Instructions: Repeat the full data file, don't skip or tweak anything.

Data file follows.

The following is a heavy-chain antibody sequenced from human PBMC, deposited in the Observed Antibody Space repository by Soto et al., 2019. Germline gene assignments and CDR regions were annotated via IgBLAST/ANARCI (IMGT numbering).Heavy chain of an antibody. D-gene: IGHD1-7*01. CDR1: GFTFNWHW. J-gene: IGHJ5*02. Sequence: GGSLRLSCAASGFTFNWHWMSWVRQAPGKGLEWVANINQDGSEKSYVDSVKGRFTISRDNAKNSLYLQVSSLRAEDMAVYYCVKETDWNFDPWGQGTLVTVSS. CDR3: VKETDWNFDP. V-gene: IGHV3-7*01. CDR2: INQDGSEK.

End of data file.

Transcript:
The following is a heavy-chain antibody sequenced from human PBMC, deposited in the Observed Antibody Space repository by Soto et al., 2019. Germline gene assignments and CDR regions were annotated via IgBLAST/ANARCI (IMGT numbering).Heavy chain of an antibody. D-gene: IGHD1-7*01. CDR1: GFTFNWHW. J-gene: IGHJ5*02. Sequence: GGSLRLSCAASGFTFNWHWMSWVRQAPGKGLEWVANINQDGSEKSYVDSVKGRFTISRDNAKNSLYLQVSSLRAEDMAVYYCVKETDWNFDPWGQGTLVTVSS. CDR3: VKETDWNFDP. V-gene: IGHV3-7*01. CDR2: INQDGSEK.